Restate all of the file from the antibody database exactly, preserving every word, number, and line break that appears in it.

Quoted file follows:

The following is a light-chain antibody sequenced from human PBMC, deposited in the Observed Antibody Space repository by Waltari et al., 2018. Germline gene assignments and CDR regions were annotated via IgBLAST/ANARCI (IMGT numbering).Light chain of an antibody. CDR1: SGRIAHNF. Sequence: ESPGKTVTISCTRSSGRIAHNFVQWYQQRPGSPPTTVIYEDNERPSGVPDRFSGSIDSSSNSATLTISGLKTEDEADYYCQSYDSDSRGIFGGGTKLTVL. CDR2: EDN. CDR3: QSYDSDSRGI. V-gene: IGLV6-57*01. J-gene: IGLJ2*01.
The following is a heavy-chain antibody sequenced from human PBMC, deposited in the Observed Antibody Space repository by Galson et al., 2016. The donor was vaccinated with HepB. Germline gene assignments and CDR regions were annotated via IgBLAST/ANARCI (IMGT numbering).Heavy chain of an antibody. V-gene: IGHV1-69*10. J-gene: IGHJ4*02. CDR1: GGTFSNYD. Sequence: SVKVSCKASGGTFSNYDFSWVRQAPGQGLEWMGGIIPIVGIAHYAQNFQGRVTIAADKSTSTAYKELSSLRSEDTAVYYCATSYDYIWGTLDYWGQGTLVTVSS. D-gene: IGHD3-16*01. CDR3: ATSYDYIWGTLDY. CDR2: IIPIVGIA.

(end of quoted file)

The following is a light-chain antibody sequenced from human PBMC, deposited in the Observed Antibody Space repository by Waltari et al., 2018. Germline gene assignments and CDR regions were annotated via IgBLAST/ANARCI (IMGT numbering).Light chain of an antibody. CDR1: SGRIAHNF. Sequence: ESPGKTVTISCTRSSGRIAHNFVQWYQQRPGSPPTTVIYEDNERPSGVPDRFSGSIDSSSNSATLTISGLKTEDEADYYCQSYDSDSRGIFGGGTKLTVL. CDR2: EDN. CDR3: QSYDSDSRGI. V-gene: IGLV6-57*01. J-gene: IGLJ2*01.
The following is a heavy-chain antibody sequenced from human PBMC, deposited in the Observed Antibody Space repository by Galson et al., 2016. The donor was vaccinated with HepB. Germline gene assignments and CDR regions were annotated via IgBLAST/ANARCI (IMGT numbering).Heavy chain of an antibody. V-gene: IGHV1-69*10. J-gene: IGHJ4*02. CDR1: GGTFSNYD. Sequence: SVKVSCKASGGTFSNYDFSWVRQAPGQGLEWMGGIIPIVGIAHYAQNFQGRVTIAADKSTSTAYKELSSLRSEDTAVYYCATSYDYIWGTLDYWGQGTLVTVSS. D-gene: IGHD3-16*01. CDR3: ATSYDYIWGTLDY. CDR2: IIPIVGIA.